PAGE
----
Democracy Thrives When Journalists, Truth Protected – NUJ FCT
On the occasion of the 2020 International Day to End Impunity for Crimes Against Journalists, the Nigeria Union of Journalists, FCT Council, has stated that democracy, the rule of law, transparency and accountability can only thrive when journalists and truth are protected.
Every November 2, has been set aside by the United Nations for governments across the world to reaffirm their commitments to end impunity for crimes against journalists and to create the enabling environment for the media to operate.
This year’s theme is ‘Protect Journalists, Protect Truth.’
The NUJ FCT in a statement, Monday, in Abuja said that democracy, the rule of law, transparency and accountability suffer when the media operates in an environment of fear, intimidation, harassment, physical assault and even murder.
“On the occasion of the 2020 International Day to End Impunity for Crimes Against Journalists, we call on the FCT administration, local authorities and the federal government to end all forms of impunity against journalists and to safeguard the constitutional guarantee of the media to hold government and its officials accountable to Nigerians,” the statement signed by Emmanuel Ogbeche and Ochiaka Ugwu, chairman and secretary of the council, respectively.
According to the duo, it is regrettable that government agencies and officials continue to act arbitrarily and shun lawful requests on issues of transparency and accountability.
“It is worrying that government functionaries are oblivious of the fact that the best defence against fake news and speculations is openness and media access to information and government information.
“We align with the UN Secretary General, António Guterres, who said, “If we do not protect journalists, our ability to remain informed and make evidence-based decisions is severely hampered. When journalists cannot do their jobs in safety, we lose an important defence against the pandemic of misinformation and disinformation that has spread online.”
The Council recalled some of the abuses suffered by journalists in the FCT over the past years to include; The brutalities meted out to about eleven journalists who went to cover the National Executive Council (NEC) meeting of Nigeria’s ruling People’s Democratic Party (PDP) in Abuja on January 4, 2005.
The journalists who went to cover the PDP meeting were ordered by Mr. Lawrence Alobi, then Commissioner of Police (Operations), to leave the vicinity of the PDP Secretariat. He then proceeded to supervise the harassment and brutalization of the journalists who sustained various degrees of injuries, some had their cameras damaged and others lost personal valuables including mobile phones.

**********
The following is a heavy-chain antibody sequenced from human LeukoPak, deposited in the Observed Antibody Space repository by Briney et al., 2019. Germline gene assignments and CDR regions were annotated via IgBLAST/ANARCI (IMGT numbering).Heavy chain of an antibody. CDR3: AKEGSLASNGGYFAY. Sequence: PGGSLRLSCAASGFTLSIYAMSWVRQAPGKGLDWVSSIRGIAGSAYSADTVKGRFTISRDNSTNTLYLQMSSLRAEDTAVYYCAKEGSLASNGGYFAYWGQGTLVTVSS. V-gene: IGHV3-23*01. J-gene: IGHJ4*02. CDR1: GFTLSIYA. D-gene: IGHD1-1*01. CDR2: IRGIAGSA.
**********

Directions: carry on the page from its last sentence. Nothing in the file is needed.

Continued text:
The then Abuja Bureau Chief of The Punch newspapers, Mr. Yomi Odunuga and a correspondent of Nigerian Tribune newspapers, Segun Jacob Olatunji, were injured. Other journalists who suffered the police brutalities include Gbenga Abiodun, a photojournalist with Daily Independent newspapers; Abayomi Fayese, a photojournalist with The Guardian newspapers, late Kennedy Ebomade of Daily Trust newspapers, Ibrahim Samaila of The Punch, Francis Ojo of Daily Champion newspapers, and Akin Orimolade and Sunday Adah, both of TELL magazine.
In addition, Innocent Okafor of ThisDay newspapers, Monday Emoni of The Comet newspapers, and George Edemevughe of Channels Television had their cameras damaged.
Also, on 9 January, 2007 in Abuja. Two newspapers were targeted, Leadership and The Abuja Inquirer. A dozen SSS agents stormed Leadership’s offices on the morning of 9 January and took away general manager Abraham Nda-Isaiah, editor Bashir Bello Akko and journalist Abdulazeez Sanni. Also Danladi Ndayebo was arrested the next day and was held for 10 hours, in the course of which he was forced to reveal the sources for his story.
On that same day, about 15 SSS agents carried out a similar raid on The Abuja Inquirer, searching its offices for three hours and arresting publisher Dan Akpovwa and editor Sonde Abbah.
When they left, they took with them 81 CDs, a computer, a list of all the newspaper’s staff, 18 copies of the latest issue and seven copies of previous issues.
Similarly, on April 26, 2012, Thisday Newspapers was targeted in Abuja by extremist group Boko Haram and three people were killed in that explosion.
On January 13, 2017, Desmond Utomwen, publisher of FreshNews, was arrested by a detachment of four police officers in plain clothes led by one Anthony Enobakhare and ASP Abubakar Iweafeno for reporting on the fraudulent enrichment of serving customs officer.
On January 6, 2019, armed soldiers in several vehicles laid siege to Daily Trust headquarters in Abuja over a report on army operations in Bornu.
Also, Kuni Tyessi sometime in 2015 was held for several hours by the SSS following a malicious compliant by a politician and university owner over a report she filed in the Leadership.
Recently, Augustine Aminu and several other journalists have either been invited by the SSS or harassed in the performance of their duties as journalists. This cannot continue.
The most telling issue at hand is the continued illegal detention of 73year-old journalist/publisher, Mr. Tom Oga Uhia, by the police over a complaint by the Minister of State, Power, Mr. Jeddy Agba.
Mr. Uhia is being held through a dubious court order procured by the police from a magistrate court in Gurku-Mararaba, Nasarawa state.
“We demand the immediate release of Mr. Uhia who we understand has underlying health challenges.
“It should be noted that the cases mentioned are but a fragment of the several cases of harassment, intimidation, physical and sexual assault and arrest and detention journalists have to endure in Nigeria’s Federal Capital Territory, Abuja.”